The completion deadline of one of ADB’s flagship projects, Melamchi Drinking Water Project, has been postponed time and again. It is now being said Melamchi River’s water will start flowing through taps of Kathmandu Valley beginning December. Will this deadline be met?
The ADB has persisted with the Melamchi Water Supply Project because it is an important project for Nepal and its people. Melamchi is the only economically-viable long-term approach to solve the Kathmandu Valley’s acute water crisis. The government has shown strong commitment to complete the Melamchi project. This is evident through the progress on important sector reforms to ensure sustainable service delivery. Progress seen in construction of tunnel and water treatment plant, and setting up of the distribution system also demonstrate government’s strong commitment to complete the project. Distribution of water, I understand, will be in phases and it may take some time for water testing to complete to ensure quality. Implementing a project of such a size and scope will no doubt pose challenges. But the benefits that the people of the Kathmandu Valley stand to gain are certainly worth this effort. If everything goes according to schedule, Kathmandu residents will start getting water on their tap by the end of this year.
It is said that the second water treatment plant, under the Melamchi Drinking Water Project, is yet to be built in Sundarijal. Will this affect supply of drinking water in Kathmandu Valley?
I understand there will be enough water available for testing and putting the system into operation. So, this should not affect the supply.
Another flagship project of the ADB, Gautam Buddha International Airport, has also been delayed. But after the change in management of the Chinese company hired to build the airport, work seems to have gathered pace. Are you happy with the ongoing progress? And will the ADB continue funding the project?
The progress of the project has been slow, and we had expressed our concern to the government. The government has taken this in a positive way and has shown strong commitment to expedite the physical progress. The Gautam Buddha International Airport [located in Bhairahawa] is a national pride project and key to developing Nepal’s vast potential for tourism. If the recent progress is sustained, the ADB will consider positively to continue supporting this very important project.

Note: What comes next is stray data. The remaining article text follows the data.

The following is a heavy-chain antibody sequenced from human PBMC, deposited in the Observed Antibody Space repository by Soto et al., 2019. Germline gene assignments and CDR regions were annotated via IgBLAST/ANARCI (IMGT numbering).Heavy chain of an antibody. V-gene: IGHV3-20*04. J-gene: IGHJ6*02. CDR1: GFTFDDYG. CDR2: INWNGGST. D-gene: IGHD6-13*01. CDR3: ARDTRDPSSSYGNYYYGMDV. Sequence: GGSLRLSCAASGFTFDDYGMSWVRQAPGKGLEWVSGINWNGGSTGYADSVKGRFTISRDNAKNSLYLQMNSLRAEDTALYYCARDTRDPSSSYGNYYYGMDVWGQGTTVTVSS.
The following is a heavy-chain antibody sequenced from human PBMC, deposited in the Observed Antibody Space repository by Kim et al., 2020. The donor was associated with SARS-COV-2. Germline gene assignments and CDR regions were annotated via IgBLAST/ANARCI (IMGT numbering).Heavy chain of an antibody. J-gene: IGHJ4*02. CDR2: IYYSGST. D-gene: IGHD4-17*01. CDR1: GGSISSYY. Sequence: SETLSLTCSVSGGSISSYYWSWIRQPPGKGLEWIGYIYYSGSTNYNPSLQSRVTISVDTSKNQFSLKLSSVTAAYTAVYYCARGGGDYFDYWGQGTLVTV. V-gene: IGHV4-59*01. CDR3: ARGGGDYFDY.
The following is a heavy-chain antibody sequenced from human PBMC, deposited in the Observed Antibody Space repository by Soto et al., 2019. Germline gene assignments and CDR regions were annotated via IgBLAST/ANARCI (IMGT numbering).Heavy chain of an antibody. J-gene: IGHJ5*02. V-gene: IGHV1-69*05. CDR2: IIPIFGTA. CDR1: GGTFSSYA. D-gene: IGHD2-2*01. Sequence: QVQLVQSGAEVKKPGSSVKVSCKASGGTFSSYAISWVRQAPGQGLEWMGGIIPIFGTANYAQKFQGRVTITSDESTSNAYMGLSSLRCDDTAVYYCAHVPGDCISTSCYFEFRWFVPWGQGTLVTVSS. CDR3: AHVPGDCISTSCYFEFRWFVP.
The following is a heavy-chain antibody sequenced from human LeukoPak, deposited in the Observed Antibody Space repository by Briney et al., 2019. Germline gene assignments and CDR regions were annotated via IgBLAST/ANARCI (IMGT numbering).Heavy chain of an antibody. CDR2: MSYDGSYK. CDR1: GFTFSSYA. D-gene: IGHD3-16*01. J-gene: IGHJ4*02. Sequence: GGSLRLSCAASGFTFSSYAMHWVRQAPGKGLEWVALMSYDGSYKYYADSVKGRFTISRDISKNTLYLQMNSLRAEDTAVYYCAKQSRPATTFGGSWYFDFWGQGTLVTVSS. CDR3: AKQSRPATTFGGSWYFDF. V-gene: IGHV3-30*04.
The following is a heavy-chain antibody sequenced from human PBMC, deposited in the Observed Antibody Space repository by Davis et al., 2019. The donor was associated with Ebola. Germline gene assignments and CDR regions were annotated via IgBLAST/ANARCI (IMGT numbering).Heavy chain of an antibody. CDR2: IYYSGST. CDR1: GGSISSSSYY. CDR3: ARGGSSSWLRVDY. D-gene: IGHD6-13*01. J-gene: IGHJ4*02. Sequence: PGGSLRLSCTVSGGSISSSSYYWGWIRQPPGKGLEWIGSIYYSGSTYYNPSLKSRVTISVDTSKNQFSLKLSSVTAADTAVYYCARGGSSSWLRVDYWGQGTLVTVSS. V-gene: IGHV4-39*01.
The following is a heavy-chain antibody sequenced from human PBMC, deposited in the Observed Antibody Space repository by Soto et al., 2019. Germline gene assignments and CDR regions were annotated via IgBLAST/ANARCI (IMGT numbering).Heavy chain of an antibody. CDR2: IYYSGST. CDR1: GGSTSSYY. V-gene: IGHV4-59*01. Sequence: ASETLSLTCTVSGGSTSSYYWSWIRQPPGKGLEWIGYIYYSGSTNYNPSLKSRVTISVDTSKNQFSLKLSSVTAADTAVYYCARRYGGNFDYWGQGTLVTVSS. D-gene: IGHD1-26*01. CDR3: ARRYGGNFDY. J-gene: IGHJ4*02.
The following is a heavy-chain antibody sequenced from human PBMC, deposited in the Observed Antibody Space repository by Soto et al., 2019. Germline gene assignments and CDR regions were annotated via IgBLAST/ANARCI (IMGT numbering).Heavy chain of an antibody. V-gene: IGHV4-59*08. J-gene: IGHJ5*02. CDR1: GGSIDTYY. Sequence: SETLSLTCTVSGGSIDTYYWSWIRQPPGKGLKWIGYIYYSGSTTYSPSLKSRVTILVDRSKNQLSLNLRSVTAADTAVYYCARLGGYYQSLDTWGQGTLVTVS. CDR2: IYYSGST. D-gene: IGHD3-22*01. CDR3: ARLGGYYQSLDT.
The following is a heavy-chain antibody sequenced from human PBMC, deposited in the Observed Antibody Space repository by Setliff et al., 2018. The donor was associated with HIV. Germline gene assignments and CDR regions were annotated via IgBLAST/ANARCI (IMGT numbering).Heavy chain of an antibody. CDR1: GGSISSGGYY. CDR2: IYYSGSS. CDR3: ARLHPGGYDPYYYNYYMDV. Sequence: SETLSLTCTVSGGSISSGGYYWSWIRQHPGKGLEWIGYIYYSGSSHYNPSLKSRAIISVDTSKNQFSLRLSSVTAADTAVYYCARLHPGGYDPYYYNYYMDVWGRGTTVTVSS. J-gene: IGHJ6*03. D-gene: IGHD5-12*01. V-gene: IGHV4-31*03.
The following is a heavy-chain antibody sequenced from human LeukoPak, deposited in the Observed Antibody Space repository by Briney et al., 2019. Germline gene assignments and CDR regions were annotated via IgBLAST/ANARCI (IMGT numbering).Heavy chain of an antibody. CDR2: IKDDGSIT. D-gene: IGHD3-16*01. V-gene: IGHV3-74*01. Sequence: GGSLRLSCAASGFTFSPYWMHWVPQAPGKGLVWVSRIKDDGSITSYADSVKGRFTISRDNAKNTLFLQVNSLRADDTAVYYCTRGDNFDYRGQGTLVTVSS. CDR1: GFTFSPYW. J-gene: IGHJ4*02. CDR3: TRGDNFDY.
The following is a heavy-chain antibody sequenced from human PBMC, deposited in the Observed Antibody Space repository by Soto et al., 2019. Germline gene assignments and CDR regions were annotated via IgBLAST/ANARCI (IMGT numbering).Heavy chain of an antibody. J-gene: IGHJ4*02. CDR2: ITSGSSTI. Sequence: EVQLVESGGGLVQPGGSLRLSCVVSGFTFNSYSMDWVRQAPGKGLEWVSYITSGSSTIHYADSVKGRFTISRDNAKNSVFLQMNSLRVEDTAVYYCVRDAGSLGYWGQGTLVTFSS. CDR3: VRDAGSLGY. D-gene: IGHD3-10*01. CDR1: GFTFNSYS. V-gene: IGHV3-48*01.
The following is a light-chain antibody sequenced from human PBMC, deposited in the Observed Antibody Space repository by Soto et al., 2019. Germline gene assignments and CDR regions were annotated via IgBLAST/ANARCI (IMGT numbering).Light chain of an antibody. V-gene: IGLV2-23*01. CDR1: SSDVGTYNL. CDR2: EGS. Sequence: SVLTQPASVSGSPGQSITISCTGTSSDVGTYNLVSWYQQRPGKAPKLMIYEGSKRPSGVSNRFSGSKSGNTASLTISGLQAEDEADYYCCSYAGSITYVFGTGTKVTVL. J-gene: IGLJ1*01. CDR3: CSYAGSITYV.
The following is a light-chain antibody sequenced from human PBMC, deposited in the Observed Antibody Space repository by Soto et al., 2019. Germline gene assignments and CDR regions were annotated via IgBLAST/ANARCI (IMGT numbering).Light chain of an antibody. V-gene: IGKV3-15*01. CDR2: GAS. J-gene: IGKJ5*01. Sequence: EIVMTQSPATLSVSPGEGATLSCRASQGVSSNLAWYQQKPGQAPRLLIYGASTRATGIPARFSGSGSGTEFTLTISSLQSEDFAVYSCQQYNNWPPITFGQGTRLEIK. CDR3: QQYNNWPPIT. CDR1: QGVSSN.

It is said India is yet to agree on the air route proposed by Nepal for movement of flights to and from Gautam Buddha International Airport. Will this affect movement of flights after completion of the airport?
We have been informed that the government has initiated talks with their counterpart in India and they are confident that the proposed air route will be confirmed before the completion of the airport.
Why do ADB’s projects in Nepal progress so slowly?
Projects in Nepal face challenges due to the mountainous topography, the remote location of many communities, and limited human resource capacities. Startup delays and low disbursement are a major concern. The speed and quality of implementation needs to be improved to achieve results. But the situation is improving, and the overall performance in disbursement has improved significantly in recent years. The government awarded ADB-funded project contracts worth $435.9 million in 2017 and disbursed $275.4 million to ADB-funded projects. These results are historically the best in Nepal for the second year in a row. The ADB and Nepal continue to focus on three ways to improve implementation: better project readiness at start up; faster and more efficient procurement process; and stronger contract management and project supervision.